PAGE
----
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Middle Aortic Syndrome in a Child-Bearing Age Patient

Rabenstein, Andrew P; Salhab, Khaled F; Spentzouris, Georgios; Paruchuri, Vijayapraveena; Hines, George; Vintzileos, Anthony M; Schubach, Scott L
We report a rare case of a 30-year-old female who had a long-standing history of middle aortic syndrome that was being managed nonsurgically. She presented with hypertension and buttock pain with plans to become pregnant. She underwent an aortoiliac bypass.
PMID: 31614378
ISSN: 2325-4637
CID: 4146022

Medical Management of Three Patients with an Acute Type A Aortic Dissection: Case Series and a Review of the Literature

Salhab, Khaled; Gioia, William; Rabenstein, Andrew P; Gubernikoff, George; Schubach, Scott
The model of surgery first and always for Type A aortic dissections has continued to evolve. During the last three decades, various studies have demonstrated that in select patients, surgery should be delayed or avoided. This case series examines three cases in which patients were medically treated. Furthermore, we review the literature and when surgery should be delayed for acute Type A aortic dissections.
PMID: 30849777
ISSN: 2325-4637
CID: 3723692

Stereotactic body radiation therapy for stage I non-small cell lung cancer: a small academic hospital experience

Factor, Oren B; Vu, Charles C; Schneider, Jeffrey G; Witten, Matthew R; Schubach, Scott L; Gittleman, Alicia E; Catell, Donna T; Haas, Jonathan A
PURPOSE/OBJECTIVE(S)/OBJECTIVE:Stereotactic body radiation therapy (SBRT) has been shown to have increased local control and overall survival relative to conventional external beam radiation therapy in patients with medically inoperable stage I non-small cell lung cancer (NSCLC). Excellent rates of local control have been demonstrated both in clinical trials and in single-center studies at large academic institutions. However, there is limited data on the experiences of small academic hospitals with SBRT for stage I NSCLC. The purpose of this study is to report the local control and overall survival rates in patients treated with SBRT for stage I NSCLC at Winthrop-University Hospital (WUH), a small academic hospital. MATERIALS/METHODS/METHODS:This is a retrospective review of 78 stage I central and peripheral NSCLC tumors treated between December 2006 and July 2012 with SBRT at WUH. Treatment was given utilizing fiducials and a respiratory tracking system. If the fiducials were not trackable, a spine tracking system was used for tumor localization. CT-based planning was performed using the ray trace algorithm. Treatment was delivered over consecutive days to a median dose of 4800 cGy delivered in four fractions. The Kaplan-Meier method was used to calculate local control and overall survival. RESULTS:The median age was 78.5 years. Fifty-four percent of the patient population was female. Sixty seven percent of the tumors were stage IA, and 33% of the tumors were stage IB. Fifty-three percent of the tumors were adenocarcinomas and 29% were squamous cell carcinomas, with the remainder being of unknown histology or NSCLC, not otherwise specified The 2-year local control rate was 87%, and the 2-year overall survival was 68%. CONCLUSION/CONCLUSIONS:Our findings support that local control and overall survival at a small academic hospital are comparable to that of larger academic institutions' published experiences with SBRT for stage I NSCLC.
PMID: 25368843
ISSN: 2234-943x
CID: 3490162

The Loss of Aprotinin: Filling the Gap with Synthetic Sealant in Aortic Reconstruction and Repair [Meeting Abstract]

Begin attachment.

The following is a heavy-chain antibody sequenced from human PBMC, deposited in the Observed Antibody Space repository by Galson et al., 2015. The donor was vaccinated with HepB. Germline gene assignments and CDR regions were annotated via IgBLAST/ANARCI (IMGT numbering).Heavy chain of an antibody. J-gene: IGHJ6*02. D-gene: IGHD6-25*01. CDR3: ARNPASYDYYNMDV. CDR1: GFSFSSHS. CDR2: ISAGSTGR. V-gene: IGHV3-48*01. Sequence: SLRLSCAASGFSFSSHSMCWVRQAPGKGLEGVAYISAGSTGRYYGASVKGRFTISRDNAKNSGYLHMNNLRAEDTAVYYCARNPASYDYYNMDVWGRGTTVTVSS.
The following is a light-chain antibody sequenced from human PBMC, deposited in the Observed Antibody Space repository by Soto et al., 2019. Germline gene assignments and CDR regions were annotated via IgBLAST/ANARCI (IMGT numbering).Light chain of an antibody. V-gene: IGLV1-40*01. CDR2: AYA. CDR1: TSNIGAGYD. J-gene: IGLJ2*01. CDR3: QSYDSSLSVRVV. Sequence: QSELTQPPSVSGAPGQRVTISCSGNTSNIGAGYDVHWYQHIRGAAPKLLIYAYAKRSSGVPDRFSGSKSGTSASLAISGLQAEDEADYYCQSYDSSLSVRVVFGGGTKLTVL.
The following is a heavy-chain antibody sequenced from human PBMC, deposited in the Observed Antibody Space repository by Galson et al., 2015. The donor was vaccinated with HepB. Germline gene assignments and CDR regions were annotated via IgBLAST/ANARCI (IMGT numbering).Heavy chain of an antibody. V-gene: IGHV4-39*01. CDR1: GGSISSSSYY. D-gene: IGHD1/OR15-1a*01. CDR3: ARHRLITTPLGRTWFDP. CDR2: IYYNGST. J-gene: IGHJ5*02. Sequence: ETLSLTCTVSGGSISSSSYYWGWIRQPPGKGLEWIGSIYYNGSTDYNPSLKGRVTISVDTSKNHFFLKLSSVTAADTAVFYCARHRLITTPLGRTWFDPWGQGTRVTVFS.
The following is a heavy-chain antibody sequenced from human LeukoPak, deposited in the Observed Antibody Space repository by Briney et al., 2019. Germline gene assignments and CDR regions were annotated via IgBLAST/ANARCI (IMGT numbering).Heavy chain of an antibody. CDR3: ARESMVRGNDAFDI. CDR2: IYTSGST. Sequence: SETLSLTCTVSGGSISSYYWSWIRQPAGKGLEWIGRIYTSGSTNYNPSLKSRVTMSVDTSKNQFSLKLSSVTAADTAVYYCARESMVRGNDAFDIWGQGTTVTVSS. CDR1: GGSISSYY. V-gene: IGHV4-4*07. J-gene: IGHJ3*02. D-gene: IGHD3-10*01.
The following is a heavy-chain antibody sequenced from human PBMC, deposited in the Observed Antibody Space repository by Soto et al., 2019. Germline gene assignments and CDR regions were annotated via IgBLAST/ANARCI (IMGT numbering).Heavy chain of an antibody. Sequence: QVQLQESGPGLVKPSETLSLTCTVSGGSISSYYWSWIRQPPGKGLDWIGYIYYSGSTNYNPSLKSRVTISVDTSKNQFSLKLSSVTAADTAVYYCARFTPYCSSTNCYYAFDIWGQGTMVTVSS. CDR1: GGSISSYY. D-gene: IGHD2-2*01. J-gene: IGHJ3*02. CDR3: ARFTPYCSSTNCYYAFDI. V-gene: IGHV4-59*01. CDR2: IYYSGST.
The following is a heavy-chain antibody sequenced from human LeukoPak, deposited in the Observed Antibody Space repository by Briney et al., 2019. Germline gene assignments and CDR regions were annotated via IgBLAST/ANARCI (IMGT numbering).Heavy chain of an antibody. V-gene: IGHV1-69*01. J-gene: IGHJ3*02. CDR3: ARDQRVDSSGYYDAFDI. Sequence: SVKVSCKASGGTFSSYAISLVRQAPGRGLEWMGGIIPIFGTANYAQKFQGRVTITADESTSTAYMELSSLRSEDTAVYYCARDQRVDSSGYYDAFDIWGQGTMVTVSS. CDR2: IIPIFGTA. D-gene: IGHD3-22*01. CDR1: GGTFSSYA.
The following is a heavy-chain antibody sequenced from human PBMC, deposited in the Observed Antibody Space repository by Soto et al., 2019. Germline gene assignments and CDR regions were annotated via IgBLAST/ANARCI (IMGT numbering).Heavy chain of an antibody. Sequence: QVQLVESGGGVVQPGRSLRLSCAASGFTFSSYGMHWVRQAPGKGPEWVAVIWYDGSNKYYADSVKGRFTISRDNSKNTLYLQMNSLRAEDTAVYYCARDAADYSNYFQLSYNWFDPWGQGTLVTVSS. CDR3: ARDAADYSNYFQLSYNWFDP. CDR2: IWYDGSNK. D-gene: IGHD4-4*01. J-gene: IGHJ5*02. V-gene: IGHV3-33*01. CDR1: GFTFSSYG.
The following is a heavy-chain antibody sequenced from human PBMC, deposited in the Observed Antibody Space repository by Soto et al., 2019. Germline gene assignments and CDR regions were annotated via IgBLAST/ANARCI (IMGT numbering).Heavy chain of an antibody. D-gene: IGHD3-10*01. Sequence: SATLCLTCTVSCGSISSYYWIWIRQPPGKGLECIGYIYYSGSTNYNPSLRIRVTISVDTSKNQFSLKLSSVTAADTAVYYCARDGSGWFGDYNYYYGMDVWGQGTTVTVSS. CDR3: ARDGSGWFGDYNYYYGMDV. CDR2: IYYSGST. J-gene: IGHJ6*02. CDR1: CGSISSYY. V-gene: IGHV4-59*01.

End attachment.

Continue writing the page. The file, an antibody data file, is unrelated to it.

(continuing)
Goncalves, John A., Jr.; Schubach, Scott L.
ISSN: 0041-1132
CID: 3490182

Pulmonary hypertension and valvular heart disease: Incidence and immediate impact of surgical repair [Meeting Abstract]

Hurewitz, Adam N.; Bartlett, Mary; Shalshin, Alex; Schubach, Scott
ISSN: 0012-3692
CID: 3490172

Prophylactic carotid endarterectomy in patients with high-grade carotid stenosis undergoing coronary bypass: does it decrease the incidence of perioperative stroke?

Hines, G L; Scott, W C; Schubach, S L; Kofsky, E; Wehbe, U; Cabasino, E
The etiology of perioperative stroke in patients undergoing isolated coronary artery bypass grafting (CABG) is multifactorial. One significant cause is thought to be high-grade internal carotid artery stenosis. Between April 1992 and June 1995, 1686 patients undergoing isolated CABG underwent preoperative carotid duplex scanning. This represented 77% of patients who underwent CABG during that time period (2188 patients). Sixty-eight patients (4.0%) had 80%-99% stenosis of at least one carotid artery. Fifteen patients underwent CABG without carotid intervention (Group I) and 53 patients underwent either carotid endarterectomy prior to CABG or simultaneous with CABG (Group II). Age, sex, history of prior neurologic events, ejection fraction, number of distal bypasses performed, total pump time, and aortic cross clamp times were similar between the two groups. Three patients in Group I developed a permanent postoperative neurologic deficit (20%) and one patient developed a transient deficit. The defect was focal and ipsilateral to high-grade stenosis in three patients and global in one. No patient in Group II developed either a transient or permanent neurologic deficit. There was one death in Group I in the patient who developed a global neurologic deficit and one death in Group II 2 weeks after CABG in a patient who had undergone prophylactic preCABG-carotid endarterectomy. Statistical analysis (Fisher's exact test, 2-tail) demonstrated a significant decrease both in total neurologic events (p = 0.001) and permanent neurologic defects (p = 0.005) in those patient undergoing prophylactic CE (Group II). Patients with 80%-99% carotid stenosis undergoing CEA prior to or in conjunction with isolated CABG have a decreased incidence of neurologic events postoperatively.
PMID: 9451992
ISSN: 0890-5096
CID: 3497762